Alâeddin Mosque at Alaattin Tepesi (Alaattin's Hill) in Konya
|Ecclesiastical or organizational status||Mosque|
|Style||Islamic, Seljuk architecture|
|Direction of façade||North|
The Alâeddin Mosque is the principal monument on the citadel of Konya, Turkey. The building served as the "Mosque of the Throne" for the Seljuq Sultans of Rum and contains the dynastic mausoleum. It was constructed in stages between the mid-12th and mid-13th centuries. Both the citadel and the mosque bear the name of sultan 'Ala al-Din Kayqubad I (Alâeddin Tepesi and Alâeddin Camii).
Following typical Seljuq procedure, a Christian basilica on the site was converted into a mosque following the capture of the city in 1080. Much of the building material and architectural ornament incorporated in later rebuilding, especially columns and capitals, was salvaged from this basilica and other nearby Byzantine structures.
Evidence of an early building program dates from the time of Mesud I. An inscription dates the fine, ebony minbar to 1155; the minbar is the first dated example of Seljuq art in Anatolia. The polychrome ceramic frame of the mihrab and the dome above may date to this period.
Kaykaus I began a major rebuilding program in 1219. He changed the main entrance from the west to the north, opposite the mihrab. He added a monumental façade on the north side, overlooking the city and facing the Seljuq palace. A marble tomb was begun in the courtyard. Kaykaus’ building was cut short by his death in the same year, only to be resumed thereafter by his brother and successor Kayqubad I. Kayqubad had several of his brother's inscriptions altered and claimed the improvements to the mosque for himself. In 1235 he added a large room, supported by forty-two columns, to the east of the mihrab.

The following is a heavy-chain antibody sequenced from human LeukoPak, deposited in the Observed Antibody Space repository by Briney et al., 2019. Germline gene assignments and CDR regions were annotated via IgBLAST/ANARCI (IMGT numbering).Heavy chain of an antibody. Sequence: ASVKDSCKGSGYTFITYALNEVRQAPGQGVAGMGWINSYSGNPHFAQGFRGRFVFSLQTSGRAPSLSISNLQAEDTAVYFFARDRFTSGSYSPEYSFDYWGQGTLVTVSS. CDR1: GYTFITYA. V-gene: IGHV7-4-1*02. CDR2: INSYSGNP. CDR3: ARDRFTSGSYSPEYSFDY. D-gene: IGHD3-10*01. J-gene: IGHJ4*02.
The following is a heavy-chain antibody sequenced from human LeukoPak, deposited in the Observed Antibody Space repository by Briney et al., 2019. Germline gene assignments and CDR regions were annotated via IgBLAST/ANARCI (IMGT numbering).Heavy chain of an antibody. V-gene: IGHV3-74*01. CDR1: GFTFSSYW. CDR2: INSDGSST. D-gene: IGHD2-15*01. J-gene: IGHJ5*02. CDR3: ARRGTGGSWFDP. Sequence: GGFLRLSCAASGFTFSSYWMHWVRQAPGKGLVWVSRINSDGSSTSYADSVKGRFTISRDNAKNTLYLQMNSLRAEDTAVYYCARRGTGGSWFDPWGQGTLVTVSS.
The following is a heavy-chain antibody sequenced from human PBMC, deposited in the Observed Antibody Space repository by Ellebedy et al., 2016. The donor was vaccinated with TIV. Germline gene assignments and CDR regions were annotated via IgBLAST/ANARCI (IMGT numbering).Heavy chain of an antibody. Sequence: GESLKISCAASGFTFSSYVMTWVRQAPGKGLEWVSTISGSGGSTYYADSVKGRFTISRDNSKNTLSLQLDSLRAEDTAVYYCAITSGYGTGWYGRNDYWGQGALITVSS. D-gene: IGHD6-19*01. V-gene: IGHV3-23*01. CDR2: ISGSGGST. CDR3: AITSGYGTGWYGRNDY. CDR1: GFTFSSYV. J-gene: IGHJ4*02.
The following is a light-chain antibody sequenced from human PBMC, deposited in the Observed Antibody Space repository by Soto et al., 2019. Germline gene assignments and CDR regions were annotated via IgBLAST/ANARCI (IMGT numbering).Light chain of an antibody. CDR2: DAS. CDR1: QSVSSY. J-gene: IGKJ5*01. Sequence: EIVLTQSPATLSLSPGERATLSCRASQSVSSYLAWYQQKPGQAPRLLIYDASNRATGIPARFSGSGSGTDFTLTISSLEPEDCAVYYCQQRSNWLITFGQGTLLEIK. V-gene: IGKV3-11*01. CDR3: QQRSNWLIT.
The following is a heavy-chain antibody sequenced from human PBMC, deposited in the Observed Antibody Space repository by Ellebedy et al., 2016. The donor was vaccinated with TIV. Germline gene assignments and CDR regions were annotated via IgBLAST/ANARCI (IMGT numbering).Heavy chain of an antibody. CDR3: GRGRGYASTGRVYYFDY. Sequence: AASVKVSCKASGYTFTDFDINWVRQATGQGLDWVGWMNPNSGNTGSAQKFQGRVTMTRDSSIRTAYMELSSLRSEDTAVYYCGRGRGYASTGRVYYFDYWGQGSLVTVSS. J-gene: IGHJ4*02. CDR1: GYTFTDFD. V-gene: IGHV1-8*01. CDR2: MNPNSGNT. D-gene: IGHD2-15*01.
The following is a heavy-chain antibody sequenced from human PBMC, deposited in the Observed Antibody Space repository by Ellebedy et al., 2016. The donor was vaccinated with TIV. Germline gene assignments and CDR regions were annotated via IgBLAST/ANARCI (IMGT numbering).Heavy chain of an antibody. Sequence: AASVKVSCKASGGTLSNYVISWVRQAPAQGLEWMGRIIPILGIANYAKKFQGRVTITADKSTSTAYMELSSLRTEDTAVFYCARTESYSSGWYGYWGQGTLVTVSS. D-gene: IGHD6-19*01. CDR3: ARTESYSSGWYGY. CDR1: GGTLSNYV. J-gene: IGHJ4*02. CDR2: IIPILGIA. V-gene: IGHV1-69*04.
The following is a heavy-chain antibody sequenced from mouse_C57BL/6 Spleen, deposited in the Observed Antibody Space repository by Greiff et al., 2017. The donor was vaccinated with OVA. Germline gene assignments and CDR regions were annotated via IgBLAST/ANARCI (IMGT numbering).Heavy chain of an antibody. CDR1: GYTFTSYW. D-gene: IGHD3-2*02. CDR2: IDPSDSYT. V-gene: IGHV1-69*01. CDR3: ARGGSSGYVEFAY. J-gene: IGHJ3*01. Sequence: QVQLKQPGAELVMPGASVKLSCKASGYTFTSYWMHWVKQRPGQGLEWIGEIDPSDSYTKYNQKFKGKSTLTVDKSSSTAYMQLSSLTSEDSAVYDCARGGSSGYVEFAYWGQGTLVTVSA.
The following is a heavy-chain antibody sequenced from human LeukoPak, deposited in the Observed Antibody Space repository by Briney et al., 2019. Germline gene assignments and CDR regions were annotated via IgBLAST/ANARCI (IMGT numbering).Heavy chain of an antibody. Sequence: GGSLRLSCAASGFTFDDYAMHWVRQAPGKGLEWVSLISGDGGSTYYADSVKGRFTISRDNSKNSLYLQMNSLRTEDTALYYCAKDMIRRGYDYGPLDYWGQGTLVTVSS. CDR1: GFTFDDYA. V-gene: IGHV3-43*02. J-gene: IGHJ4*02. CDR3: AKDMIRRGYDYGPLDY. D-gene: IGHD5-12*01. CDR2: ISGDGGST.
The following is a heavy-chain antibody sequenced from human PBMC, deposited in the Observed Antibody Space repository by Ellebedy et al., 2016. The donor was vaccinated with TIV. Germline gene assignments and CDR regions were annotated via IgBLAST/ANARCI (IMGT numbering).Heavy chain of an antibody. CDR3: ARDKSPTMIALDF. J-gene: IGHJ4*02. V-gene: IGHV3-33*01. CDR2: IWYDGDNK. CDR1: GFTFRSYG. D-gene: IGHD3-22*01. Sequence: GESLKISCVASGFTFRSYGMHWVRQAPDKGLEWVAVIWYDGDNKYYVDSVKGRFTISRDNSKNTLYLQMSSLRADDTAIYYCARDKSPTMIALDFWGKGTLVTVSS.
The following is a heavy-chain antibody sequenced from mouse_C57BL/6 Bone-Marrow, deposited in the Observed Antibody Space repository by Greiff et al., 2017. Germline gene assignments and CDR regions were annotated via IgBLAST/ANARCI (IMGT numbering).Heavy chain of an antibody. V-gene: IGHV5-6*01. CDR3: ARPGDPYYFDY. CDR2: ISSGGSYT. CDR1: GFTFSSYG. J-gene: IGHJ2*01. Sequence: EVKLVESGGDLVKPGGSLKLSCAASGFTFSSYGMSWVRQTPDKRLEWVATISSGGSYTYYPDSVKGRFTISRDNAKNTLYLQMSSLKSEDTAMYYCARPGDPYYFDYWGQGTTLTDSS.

The minaret, the marble mihrab (1891), and the eastern door, through which most visitors enter the mosque, date from the Ottoman period. The eastern wing of the mosque, constructed with re-used Byzantine and Hellenistic columns, has a unique openness and spaciousness.
The courtyard of Alâeddin Mosque encloses two monumental mausolea or türbe. According to an inscription on the façade, Kilij Arslan II built the decahedral tomb with the conical roof. This mausoleum became the burial place of the Seljuq dynasty and houses the sarcophagi of eight of the Seljuq sultans of Rum:
The second mausoleum was begun by Kaykaus I but left unfinished at the time of the sultan’s death (d. 1219). The tomb is octagonal and constructed from marble. This unfinished mausoleum is known as Adsız Türbe, or the "Anonymous Mausoleum," since the names of those buried within are unknown. Mummified corpses are on view.
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